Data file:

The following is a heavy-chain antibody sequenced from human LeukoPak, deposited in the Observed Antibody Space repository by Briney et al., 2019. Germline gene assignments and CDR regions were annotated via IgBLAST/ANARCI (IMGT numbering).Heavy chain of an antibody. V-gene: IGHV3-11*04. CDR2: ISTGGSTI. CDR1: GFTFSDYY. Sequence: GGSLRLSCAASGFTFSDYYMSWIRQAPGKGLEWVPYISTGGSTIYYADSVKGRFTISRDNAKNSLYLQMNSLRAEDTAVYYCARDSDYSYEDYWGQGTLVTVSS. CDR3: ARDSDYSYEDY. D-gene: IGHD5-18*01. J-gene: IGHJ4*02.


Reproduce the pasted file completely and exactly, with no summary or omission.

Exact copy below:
The following is a heavy-chain antibody sequenced from human LeukoPak, deposited in the Observed Antibody Space repository by Briney et al., 2019. Germline gene assignments and CDR regions were annotated via IgBLAST/ANARCI (IMGT numbering).Heavy chain of an antibody. V-gene: IGHV3-11*04. CDR2: ISTGGSTI. CDR1: GFTFSDYY. Sequence: GGSLRLSCAASGFTFSDYYMSWIRQAPGKGLEWVPYISTGGSTIYYADSVKGRFTISRDNAKNSLYLQMNSLRAEDTAVYYCARDSDYSYEDYWGQGTLVTVSS. CDR3: ARDSDYSYEDY. D-gene: IGHD5-18*01. J-gene: IGHJ4*02.